104 years ago. Wow. And there you still are, looking at me from the wall, that same, enigmatic sad-smile; happiness and regrets, one hand clasped on the other as if to hold together the unconnectable pieces you accumulated on your path through life.
You were like a mountain to me, growing up. You were approachable, but never quite knowable, and when you told us the story after Mom died about how you realized just a few days in what a colossal mistake you had made in marrying her, you seemed like a mountain again. Carrying that burden all your life? I couldn’t have done that, Dad. You’ll always be a mountain that way.
You were resolute, you were steadfast. You were the guy who could always be counted on. I guess you created that character early in life, and you stuck to it to the very end. Few people can do that; I certainly can’t.
I got the impression when I was a teenager that you had serious doubts about the indoctrination you got at Moody Bible Institute. You were smart, you were perceptive, and you even commented numerous times about the many discrepancies between Christianity and the evidence otherwise. But you slogged on, making a career of teaching people how to become preachers and missionaries. It was like you were driven by inertia, that once you had become a “clergyman” you were on a path you could never leave. Like with Mom.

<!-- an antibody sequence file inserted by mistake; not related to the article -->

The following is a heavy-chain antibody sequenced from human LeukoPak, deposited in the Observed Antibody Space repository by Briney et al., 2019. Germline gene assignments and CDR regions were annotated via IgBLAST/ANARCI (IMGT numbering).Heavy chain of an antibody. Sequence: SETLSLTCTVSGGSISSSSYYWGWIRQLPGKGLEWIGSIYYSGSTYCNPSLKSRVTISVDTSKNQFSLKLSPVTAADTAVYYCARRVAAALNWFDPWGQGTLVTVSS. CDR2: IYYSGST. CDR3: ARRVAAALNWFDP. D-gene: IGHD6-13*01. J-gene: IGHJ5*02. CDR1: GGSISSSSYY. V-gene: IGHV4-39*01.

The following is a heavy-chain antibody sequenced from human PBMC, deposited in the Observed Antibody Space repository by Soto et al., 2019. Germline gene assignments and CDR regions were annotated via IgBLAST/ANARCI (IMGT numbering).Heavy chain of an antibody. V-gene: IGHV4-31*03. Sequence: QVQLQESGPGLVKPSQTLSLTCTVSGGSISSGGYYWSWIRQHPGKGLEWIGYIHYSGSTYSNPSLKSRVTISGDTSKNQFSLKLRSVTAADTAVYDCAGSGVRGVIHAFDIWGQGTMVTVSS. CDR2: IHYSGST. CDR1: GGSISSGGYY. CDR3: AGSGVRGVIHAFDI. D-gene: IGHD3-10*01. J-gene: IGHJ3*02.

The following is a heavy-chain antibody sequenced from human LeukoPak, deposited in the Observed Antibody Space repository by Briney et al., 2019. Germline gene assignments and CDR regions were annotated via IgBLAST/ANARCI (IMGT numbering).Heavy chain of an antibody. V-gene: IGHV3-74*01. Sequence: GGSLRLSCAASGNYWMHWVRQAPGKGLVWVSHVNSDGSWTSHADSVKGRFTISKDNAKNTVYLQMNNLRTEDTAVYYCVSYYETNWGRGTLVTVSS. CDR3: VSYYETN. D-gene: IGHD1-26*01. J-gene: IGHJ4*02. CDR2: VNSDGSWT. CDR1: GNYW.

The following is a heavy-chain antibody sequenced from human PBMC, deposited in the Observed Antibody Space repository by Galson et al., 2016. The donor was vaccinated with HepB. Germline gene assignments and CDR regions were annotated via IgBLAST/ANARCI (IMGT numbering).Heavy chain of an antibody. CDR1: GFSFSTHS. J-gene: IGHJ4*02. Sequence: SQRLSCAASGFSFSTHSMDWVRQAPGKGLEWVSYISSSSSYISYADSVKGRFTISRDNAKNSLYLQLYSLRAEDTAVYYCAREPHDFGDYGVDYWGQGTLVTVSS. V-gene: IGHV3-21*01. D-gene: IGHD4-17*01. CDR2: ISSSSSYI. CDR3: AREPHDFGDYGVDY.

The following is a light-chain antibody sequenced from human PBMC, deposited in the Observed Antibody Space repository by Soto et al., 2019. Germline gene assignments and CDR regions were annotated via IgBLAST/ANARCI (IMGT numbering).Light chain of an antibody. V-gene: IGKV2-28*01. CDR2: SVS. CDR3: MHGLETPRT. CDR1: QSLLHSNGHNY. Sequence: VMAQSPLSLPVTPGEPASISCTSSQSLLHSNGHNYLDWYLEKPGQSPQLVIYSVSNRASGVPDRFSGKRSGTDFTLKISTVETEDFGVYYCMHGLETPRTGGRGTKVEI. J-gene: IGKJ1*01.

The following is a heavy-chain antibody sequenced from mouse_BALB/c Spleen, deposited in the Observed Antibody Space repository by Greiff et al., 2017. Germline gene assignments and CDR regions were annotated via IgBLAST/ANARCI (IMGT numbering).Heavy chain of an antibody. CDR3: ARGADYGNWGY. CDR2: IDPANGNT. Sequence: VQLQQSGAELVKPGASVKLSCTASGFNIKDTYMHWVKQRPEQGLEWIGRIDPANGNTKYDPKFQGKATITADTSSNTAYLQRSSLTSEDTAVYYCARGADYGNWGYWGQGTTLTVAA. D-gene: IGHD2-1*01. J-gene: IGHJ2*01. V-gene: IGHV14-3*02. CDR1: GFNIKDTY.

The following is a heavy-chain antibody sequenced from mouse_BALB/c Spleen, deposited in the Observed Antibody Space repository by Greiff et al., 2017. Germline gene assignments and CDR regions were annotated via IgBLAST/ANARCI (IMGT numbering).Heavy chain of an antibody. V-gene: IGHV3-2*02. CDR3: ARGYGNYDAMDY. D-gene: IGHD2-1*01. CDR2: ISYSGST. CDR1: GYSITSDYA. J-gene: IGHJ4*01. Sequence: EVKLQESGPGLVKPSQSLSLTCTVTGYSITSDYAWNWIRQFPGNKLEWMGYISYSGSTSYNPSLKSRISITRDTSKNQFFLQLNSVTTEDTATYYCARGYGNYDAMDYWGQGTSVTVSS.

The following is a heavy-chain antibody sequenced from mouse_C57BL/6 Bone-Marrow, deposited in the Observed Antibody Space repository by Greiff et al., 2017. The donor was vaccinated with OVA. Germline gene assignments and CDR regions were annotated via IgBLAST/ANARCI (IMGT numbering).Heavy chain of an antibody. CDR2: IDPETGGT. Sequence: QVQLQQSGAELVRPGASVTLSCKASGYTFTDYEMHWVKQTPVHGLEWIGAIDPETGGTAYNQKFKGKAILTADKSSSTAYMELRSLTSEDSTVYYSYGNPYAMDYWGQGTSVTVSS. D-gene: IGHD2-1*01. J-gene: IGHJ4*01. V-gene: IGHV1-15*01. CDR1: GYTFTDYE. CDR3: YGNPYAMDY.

I’m now the same age you were when you were living in that retirement park … the place where it seemed to me you gave up on your future and settled for keeping up appearances with Mom. I’ll always wonder how much of you was keeping up appearances. What secrets lay behind those kindly eyes? I have secrets … I guess we all do … and I’ll take mine to my grave too.
You’re less of a hero now, more just a guy, and I like you that way. I’ll never be who you were, but I’m working on being who I am, and I hope that’s good enough because that’s all I’ve got.
Have a good one, Dad, and if I’m still above ground I’ll see you next year!